Theses Doctoral

Microfluidic-based Point-of-Care Testing for Global Health

Laksanasopin, Tassaneewan

Point-of-care (POC) tests can improve the management of infectious diseases and clinical outcomes, through prompt diagnosis and appropriate delivery of treatments for preventable and treatable diseases, especially in resource-limited settings where health care infrastructure is weak, and access to quality and timely medical care is challenging. Microfluidics or lab-on-chip technology is appropriate for POC tests when general design constraints such as integration, portability, low power consumption, automation, and ruggedness are met. Although many POC tests have been designed for use in developed countries, they might not be readily transferable to resource-limited settings. These new technologies need to be accessible, affordable and practical to be implemented at resource-limited settings to save lives in developing countries.
The overall goal of this dissertation is to develop microfluidic diagnostic devices which are practical and reliable for global health. We first focused on immunoassays, an important class of diagnostic tests which utilize antibodies to quantify host immunity or pathogen protein markers. We developed and evaluated a rapid, accurate, multiplexed, and portable microfluidic immunoassay for diagnosis of HIV and syphilis on hundreds of archived specimens (whole blood, plasma, and sera). Our assay exhibited performance equal to lab-based immunoassays in less than 20 minutes. In addition, our technique quantified signals using a handheld instrument, allowing for objective measurements as opposed to current rapid HIV tests which require subjective interpretation of band intensities. We further integrated three important off-chip processes in a diagnostic test - liquid handling, optical signal detection, and data communication – in a low-cost, versatile, handheld instrument capable of performing immunoassays on reagent-loaded (i.e. “ready-to-run”) cassettes at high analytical performance characteristic of ELISA but with the speed, portability and ease-of-use of a rapid test. We also evaluated this immunoassay device in Rwanda on archived samples and achieved analytical performance comparable to that of benchtop standards.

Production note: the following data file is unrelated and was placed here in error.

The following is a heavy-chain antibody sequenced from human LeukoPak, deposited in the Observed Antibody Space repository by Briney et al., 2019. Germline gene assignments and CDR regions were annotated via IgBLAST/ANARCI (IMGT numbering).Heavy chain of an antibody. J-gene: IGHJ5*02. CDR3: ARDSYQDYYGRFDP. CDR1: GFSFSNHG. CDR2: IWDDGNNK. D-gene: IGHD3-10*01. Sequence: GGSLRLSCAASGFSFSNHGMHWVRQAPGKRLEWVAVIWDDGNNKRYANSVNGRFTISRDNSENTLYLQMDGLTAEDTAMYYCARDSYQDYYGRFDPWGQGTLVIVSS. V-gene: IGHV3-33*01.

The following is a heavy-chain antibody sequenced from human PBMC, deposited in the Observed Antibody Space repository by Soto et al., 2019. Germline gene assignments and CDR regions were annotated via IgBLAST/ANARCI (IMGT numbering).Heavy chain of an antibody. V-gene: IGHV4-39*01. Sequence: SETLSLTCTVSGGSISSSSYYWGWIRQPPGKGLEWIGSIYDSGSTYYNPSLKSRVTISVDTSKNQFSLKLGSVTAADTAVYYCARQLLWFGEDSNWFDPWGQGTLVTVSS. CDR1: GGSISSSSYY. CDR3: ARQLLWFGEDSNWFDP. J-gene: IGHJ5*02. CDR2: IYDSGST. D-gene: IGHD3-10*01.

To simplify the user interface and reduce the cost of the diagnostic device, we integrated our microfluidic immunoassay with a smartphone to replace computers or high-cost processors for diagnostic devices in low-resource settings. Our low-cost ($34), smartphone-supported device for a multiplexed immunoassay detected three antibody markers from HIV, treponemal- and non-treponemal syphilis from fingerstick whole blood simultaneously in 15 minutes. This device was designed to eliminate the number of manual steps, through the use of lyophilized secondary antibodies and anti-coagulant, preloaded reagents on cassette, and an automatic result readout. A step-by-step user guide was included on the smartphone to make the device simple enough to be used by an untrained operator. The analytical performance of the device was evaluated in Rwanda by local health care workers. We also accessed user experiences for improvement of the device in future.
While immunoassays offer rapid and accurate diagnosis for infectious diseases, various infections cannot be confirmed using protein markers. Due to increasing clinical demand for detection of DNA and RNA signatures for diagnosis and monitoring of patients in resource-limited settings, we also explored how microfluidic and nanoparticle technologies can improve nucleic acid amplification test at the point of care. Nucleic acid tests are arguably some of the most challenging assays to develop due to additional steps required for sample pre-treatment (e.g. cell sorting, isolation, and lysis, as well as nucleic acid extraction), signal amplification (due to low physiological concentrations, target contamination, and instability) and product detection. Here we developed a sputum processor to isolate and lyse mycobacteria (M.smegmatis) from a more complex sample matrix, using magnetic beads-based target isolation to replace the need of a centrifuge or other complicated sample preparation technique. We also investigated a technique to detect Mycobacterium tuberculosis using multiplex polymerase chain reaction (PCR) and silver-gold amplification detection.


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More About This Work

Academic Units
Biomedical Engineering
Thesis Advisors
Sia, Samuel K.
Ph.D., Columbia University
Published Here
May 11, 2015